Thomas Jefferson Papers

From Thomas Jefferson to John Howe Peyton, 11 June 1819

Monticello June 11. 19.

Dear Sirs

I now inclose you the documents, original or authentic, to which the references of my bill relate. Nos 4. 5. 7. 8. are duly authenticated by mr Minor as a Commissioner in Chancery.

We had yesterday our meeting for examination of witnesses on the part of the defs I took no notes, for these was but one point of the least importance to which they went. that was to the inquest of 1805. two of the jurors were examined & the sheriff who charged them. he declared he administered the usual oath as expressed in the commn, and in the words of the law. he thinks, but without distinctness the inquest was read to me on the ground [on this he is certainly mistaken] one of the jurors Barksdale came evidently determined to swear any thing off-hand, and swore soundly at first that he would not have signed the inquest without the interlined pargraph. subsequent questions to place him palpably in contradiction to himself threw him into great confusion, & he endeavored much to evade them by pretending not to remember. the 3. however agreed on interrogatories that the Jury had no valuable consideration in their power to offer for the concession of the use of the canal, that no authority was given them to make bargains with me for removing the obstructions that no authority was given them either to refuse or grant me permission to erect the dam, their charge being only to enquire into special facts & report them to the court. yet all said I agreed to the interlineation; which according to their own confession was but a nudum pactum. but the real truth is that it was a mere conversation in which I declared the disposition & wish from which I have never departed, to accomodate the public, but certainly not without proper conditions for the safety of my proper. it is like the case of a neighbor asking leave to use a road which goes thro’ our farm. it is yielded in general terms; but if it be found that he habitually leaves the gates open, we consider ourselves authorised to withdraw the leave, even if he had built the gates & widened the road, and that our gratuitous permission did not vest in him a fee simple right of passage for ever thro’ our farm. those depositions as well as this letter will go by the mail of the day after tomorrow. there is one witness, the overseer of the Directors, Emanuel Poor, that they are very anxious to examine. I doubt much his coming. there is one also, John Coles, of the Inquest of 1805. whom I am very anxious to examin but I fear he will not return to the county in time. I suppose therefore the case will be tried on the depositions already taken, and I think I may say that they maintain every material fact stated in the bill, & even that of the discrepance of the Jurors on the miscalled agreement. if Coles should return I shall endeavor to get & forward his depositions. not doubting your having received my letter of the 9th and packet of my depositions for the clerk, I repeat my salutations and assurances of friendship & respect.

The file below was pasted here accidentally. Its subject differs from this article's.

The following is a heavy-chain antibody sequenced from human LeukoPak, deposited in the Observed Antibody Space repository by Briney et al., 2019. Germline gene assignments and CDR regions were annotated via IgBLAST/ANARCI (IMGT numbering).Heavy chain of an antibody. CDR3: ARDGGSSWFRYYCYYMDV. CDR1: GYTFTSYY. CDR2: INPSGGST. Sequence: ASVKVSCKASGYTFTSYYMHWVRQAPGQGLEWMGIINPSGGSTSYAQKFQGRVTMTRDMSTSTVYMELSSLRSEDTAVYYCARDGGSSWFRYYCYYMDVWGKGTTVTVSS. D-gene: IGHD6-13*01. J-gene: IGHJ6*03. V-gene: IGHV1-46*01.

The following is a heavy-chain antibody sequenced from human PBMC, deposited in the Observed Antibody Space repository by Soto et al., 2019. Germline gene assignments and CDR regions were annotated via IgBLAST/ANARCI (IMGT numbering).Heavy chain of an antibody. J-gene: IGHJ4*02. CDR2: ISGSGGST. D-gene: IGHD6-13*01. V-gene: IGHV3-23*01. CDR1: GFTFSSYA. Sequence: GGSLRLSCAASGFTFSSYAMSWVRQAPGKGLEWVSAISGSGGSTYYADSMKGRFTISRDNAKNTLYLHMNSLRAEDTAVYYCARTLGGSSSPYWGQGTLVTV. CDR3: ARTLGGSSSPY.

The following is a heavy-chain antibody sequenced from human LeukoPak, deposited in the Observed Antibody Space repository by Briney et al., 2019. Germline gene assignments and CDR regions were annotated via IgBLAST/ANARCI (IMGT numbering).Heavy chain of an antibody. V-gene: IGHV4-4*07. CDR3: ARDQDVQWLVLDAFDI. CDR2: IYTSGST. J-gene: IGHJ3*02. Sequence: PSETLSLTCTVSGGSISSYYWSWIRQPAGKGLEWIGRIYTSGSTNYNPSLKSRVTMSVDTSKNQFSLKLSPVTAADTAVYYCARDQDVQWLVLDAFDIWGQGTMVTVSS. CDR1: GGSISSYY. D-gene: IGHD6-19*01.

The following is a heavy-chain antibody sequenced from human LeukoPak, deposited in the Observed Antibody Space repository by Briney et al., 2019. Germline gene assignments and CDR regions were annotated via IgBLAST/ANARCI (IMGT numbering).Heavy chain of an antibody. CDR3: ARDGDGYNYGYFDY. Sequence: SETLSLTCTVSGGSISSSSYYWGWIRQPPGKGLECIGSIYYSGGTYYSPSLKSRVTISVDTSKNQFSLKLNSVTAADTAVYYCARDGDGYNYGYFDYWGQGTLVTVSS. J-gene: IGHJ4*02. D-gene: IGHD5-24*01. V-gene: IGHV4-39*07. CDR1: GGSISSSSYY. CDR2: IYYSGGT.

Th: Jefferson

DLC: Papers of Thomas Jefferson.

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